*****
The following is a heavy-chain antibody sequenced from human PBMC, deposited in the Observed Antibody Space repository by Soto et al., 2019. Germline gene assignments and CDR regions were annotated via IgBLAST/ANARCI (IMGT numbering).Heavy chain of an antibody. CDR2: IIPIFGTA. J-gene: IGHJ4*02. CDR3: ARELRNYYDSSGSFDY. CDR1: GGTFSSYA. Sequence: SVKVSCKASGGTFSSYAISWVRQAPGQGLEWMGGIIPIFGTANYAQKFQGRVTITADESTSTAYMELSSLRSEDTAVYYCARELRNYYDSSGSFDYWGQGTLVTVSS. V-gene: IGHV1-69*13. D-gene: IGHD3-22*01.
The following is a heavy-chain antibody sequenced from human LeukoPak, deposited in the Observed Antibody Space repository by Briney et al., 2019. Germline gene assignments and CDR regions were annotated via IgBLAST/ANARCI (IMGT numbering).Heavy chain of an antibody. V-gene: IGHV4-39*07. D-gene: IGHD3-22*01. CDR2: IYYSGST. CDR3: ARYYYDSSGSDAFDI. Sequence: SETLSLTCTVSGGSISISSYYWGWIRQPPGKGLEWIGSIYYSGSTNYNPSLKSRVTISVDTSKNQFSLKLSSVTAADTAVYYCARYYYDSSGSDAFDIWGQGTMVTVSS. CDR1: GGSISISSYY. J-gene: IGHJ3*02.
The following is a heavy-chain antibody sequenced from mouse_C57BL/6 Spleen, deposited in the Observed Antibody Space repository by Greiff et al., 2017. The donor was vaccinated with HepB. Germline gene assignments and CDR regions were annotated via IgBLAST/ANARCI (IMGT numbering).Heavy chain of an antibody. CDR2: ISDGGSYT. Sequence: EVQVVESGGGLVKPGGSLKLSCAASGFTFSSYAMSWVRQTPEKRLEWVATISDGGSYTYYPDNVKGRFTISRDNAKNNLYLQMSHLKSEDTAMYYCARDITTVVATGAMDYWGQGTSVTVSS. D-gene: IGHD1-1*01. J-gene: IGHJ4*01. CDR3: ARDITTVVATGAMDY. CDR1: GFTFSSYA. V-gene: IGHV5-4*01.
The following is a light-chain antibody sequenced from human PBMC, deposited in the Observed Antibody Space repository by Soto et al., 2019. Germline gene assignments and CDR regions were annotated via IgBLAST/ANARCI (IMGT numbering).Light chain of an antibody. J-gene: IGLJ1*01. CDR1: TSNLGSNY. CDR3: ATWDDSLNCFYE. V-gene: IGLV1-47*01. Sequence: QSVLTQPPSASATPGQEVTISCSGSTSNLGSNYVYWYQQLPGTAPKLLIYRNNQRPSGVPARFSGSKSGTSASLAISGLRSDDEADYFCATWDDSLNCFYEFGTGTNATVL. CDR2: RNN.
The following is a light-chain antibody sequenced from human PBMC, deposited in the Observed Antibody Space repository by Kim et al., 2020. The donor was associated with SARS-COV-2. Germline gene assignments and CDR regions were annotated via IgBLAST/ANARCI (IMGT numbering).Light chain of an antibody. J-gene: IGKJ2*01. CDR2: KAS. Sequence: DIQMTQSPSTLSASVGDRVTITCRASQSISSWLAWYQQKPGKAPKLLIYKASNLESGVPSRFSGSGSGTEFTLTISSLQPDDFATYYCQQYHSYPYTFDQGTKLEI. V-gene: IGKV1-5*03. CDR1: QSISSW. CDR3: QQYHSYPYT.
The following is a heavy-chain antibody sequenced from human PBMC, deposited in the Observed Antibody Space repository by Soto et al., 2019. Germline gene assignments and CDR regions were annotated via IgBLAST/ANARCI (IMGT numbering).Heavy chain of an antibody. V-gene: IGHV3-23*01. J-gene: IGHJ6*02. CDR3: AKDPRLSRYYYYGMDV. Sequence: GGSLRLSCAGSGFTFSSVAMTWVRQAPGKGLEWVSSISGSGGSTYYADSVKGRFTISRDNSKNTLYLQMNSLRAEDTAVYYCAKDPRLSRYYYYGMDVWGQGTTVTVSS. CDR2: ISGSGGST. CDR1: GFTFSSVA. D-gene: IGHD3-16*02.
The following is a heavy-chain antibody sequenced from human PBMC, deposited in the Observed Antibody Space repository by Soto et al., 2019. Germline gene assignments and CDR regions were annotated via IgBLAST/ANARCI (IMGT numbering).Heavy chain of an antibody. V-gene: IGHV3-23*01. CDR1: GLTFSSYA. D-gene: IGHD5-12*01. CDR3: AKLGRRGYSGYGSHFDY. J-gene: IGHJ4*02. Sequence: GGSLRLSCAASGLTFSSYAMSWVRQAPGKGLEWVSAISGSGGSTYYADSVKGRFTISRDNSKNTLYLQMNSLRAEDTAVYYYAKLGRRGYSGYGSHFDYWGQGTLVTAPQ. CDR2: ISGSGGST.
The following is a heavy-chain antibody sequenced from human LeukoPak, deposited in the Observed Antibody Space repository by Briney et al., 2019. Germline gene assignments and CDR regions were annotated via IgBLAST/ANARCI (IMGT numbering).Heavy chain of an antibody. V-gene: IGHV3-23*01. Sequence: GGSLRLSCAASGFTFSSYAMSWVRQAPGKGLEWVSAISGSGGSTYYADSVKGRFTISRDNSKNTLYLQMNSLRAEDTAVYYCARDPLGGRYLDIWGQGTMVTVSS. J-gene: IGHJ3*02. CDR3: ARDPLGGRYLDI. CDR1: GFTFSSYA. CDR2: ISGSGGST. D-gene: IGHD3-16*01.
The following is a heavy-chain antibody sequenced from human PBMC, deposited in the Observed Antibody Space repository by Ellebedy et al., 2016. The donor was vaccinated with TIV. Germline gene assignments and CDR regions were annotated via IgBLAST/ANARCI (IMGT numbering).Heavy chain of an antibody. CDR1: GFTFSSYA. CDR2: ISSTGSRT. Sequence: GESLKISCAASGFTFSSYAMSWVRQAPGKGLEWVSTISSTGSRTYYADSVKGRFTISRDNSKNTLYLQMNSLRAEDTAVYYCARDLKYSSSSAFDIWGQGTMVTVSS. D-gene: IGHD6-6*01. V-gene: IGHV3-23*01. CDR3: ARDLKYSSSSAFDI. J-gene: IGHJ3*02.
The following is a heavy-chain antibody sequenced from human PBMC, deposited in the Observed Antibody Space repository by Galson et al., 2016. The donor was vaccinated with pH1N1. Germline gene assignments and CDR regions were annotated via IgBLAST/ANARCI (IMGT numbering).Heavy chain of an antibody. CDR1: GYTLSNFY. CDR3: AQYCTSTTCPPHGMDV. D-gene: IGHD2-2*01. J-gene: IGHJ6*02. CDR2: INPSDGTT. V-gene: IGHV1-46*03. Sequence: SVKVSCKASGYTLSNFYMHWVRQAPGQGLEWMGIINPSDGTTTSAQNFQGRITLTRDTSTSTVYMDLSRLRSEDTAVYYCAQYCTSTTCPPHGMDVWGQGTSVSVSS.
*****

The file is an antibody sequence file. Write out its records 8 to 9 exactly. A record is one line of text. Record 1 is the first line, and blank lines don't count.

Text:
The following is a heavy-chain antibody sequenced from human LeukoPak, deposited in the Observed Antibody Space repository by Briney et al., 2019. Germline gene assignments and CDR regions were annotated via IgBLAST/ANARCI (IMGT numbering).Heavy chain of an antibody. V-gene: IGHV3-23*01. Sequence: GGSLRLSCAASGFTFSSYAMSWVRQAPGKGLEWVSAISGSGGSTYYADSVKGRFTISRDNSKNTLYLQMNSLRAEDTAVYYCARDPLGGRYLDIWGQGTMVTVSS. J-gene: IGHJ3*02. CDR3: ARDPLGGRYLDI. CDR1: GFTFSSYA. CDR2: ISGSGGST. D-gene: IGHD3-16*01.
The following is a heavy-chain antibody sequenced from human PBMC, deposited in the Observed Antibody Space repository by Ellebedy et al., 2016. The donor was vaccinated with TIV. Germline gene assignments and CDR regions were annotated via IgBLAST/ANARCI (IMGT numbering).Heavy chain of an antibody. CDR1: GFTFSSYA. CDR2: ISSTGSRT. Sequence: GESLKISCAASGFTFSSYAMSWVRQAPGKGLEWVSTISSTGSRTYYADSVKGRFTISRDNSKNTLYLQMNSLRAEDTAVYYCARDLKYSSSSAFDIWGQGTMVTVSS. D-gene: IGHD6-6*01. V-gene: IGHV3-23*01. CDR3: ARDLKYSSSSAFDI. J-gene: IGHJ3*02.